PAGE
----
SYRACUSE - Syracuse Fire Chief Eric Fass presented Bruce Neemann with the Nebraska Admiral award. Fass read the following during the city council meeting and presented Mr. Neemann with the plaque.
Nebraska Admiral is Nebraska's highest honor and an honorary title bestowed upon individuals by approval by the governor of Nebraska, the only triply landlocked U.S. state. It is not a military rank, requires no duties, and carries with it no pay or other compensation. Admirals have the option of joining the Nebraska Admirals Association, a non-profit organization that promotes quote The Good Life" of Nebraska.
The award certificate describes the honor in a tongue-in-cheek fashion:
And I [the Governor of Nebraska] do strictly charge and require all officers, seaman, tadpoles and goldfish under your command to be obedient to your orders as Admiral ---and you are to observe and follow from time to time, such directions you shall receive, according to the rules and discipline of the great Navy of the state of Nebraska.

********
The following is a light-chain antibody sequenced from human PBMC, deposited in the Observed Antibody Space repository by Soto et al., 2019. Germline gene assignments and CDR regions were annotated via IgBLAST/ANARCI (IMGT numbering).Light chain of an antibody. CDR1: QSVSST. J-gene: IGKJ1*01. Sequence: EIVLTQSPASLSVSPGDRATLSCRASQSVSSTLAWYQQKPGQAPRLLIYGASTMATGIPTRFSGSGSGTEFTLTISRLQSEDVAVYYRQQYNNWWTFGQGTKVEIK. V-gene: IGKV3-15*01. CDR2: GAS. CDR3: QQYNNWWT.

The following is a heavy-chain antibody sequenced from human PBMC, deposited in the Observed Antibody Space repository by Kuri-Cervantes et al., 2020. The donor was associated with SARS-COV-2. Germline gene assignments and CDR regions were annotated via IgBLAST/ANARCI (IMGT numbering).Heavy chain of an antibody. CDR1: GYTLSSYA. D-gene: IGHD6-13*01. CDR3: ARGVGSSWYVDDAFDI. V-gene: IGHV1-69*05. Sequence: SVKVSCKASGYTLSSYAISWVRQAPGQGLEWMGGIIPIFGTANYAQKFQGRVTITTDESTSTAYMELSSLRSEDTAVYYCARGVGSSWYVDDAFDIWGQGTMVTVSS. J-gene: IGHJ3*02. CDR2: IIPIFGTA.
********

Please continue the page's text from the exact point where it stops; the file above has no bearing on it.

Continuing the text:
The use of the title of admiral, instead of some other high-ranking military title, is a humorously ironic reference to the fact that Nebraska has no navy, both because it is landlocked and has no oceans, seas or major lakes to defend, and because it relies on the United States Air Forces for defense and has had no active state defense force since 1972.
The Great Navy of the State of Nebraska was created in 1931. The Lieutenant Governor of Nebraska at that time, Theodore W Metcalfe was serving as Acting Governor of Nebraska while Governor Charles W Bryan was outside the state. At the urging of some of his friends he appointed "20-25 prominent Nebraskans" as Nebraska Admirals.
Commissions in the Nebraska Navy have always been given to prominent citizens both inside and outside of Nebraska. However, anyone can request or be nominated for an admiralship as long as he or she has "contributed in some way to the state, promote the good life in Nebraska, and warrants recognition as determined by the governor ".